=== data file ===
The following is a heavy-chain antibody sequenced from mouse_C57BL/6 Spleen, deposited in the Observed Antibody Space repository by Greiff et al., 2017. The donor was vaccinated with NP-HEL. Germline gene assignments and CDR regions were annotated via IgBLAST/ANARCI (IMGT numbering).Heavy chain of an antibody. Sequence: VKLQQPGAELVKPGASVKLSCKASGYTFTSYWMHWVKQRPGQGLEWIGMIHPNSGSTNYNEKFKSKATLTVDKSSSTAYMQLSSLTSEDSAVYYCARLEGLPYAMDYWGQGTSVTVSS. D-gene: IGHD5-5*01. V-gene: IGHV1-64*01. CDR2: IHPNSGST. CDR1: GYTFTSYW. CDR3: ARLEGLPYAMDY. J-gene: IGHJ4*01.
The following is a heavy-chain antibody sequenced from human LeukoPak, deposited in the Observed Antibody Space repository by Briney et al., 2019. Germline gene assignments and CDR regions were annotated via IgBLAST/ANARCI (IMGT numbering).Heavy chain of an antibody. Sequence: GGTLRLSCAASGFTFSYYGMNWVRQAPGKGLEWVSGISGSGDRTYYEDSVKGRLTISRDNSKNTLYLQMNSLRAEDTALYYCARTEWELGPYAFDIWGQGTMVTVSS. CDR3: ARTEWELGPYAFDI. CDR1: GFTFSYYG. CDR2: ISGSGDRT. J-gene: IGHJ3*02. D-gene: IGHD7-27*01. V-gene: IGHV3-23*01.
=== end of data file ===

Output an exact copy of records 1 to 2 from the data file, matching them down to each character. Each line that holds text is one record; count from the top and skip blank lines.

The following is a heavy-chain antibody sequenced from mouse_C57BL/6 Spleen, deposited in the Observed Antibody Space repository by Greiff et al., 2017. The donor was vaccinated with NP-HEL. Germline gene assignments and CDR regions were annotated via IgBLAST/ANARCI (IMGT numbering).Heavy chain of an antibody. Sequence: VKLQQPGAELVKPGASVKLSCKASGYTFTSYWMHWVKQRPGQGLEWIGMIHPNSGSTNYNEKFKSKATLTVDKSSSTAYMQLSSLTSEDSAVYYCARLEGLPYAMDYWGQGTSVTVSS. D-gene: IGHD5-5*01. V-gene: IGHV1-64*01. CDR2: IHPNSGST. CDR1: GYTFTSYW. CDR3: ARLEGLPYAMDY. J-gene: IGHJ4*01.
The following is a heavy-chain antibody sequenced from human LeukoPak, deposited in the Observed Antibody Space repository by Briney et al., 2019. Germline gene assignments and CDR regions were annotated via IgBLAST/ANARCI (IMGT numbering).Heavy chain of an antibody. Sequence: GGTLRLSCAASGFTFSYYGMNWVRQAPGKGLEWVSGISGSGDRTYYEDSVKGRLTISRDNSKNTLYLQMNSLRAEDTALYYCARTEWELGPYAFDIWGQGTMVTVSS. CDR3: ARTEWELGPYAFDI. CDR1: GFTFSYYG. CDR2: ISGSGDRT. J-gene: IGHJ3*02. D-gene: IGHD7-27*01. V-gene: IGHV3-23*01.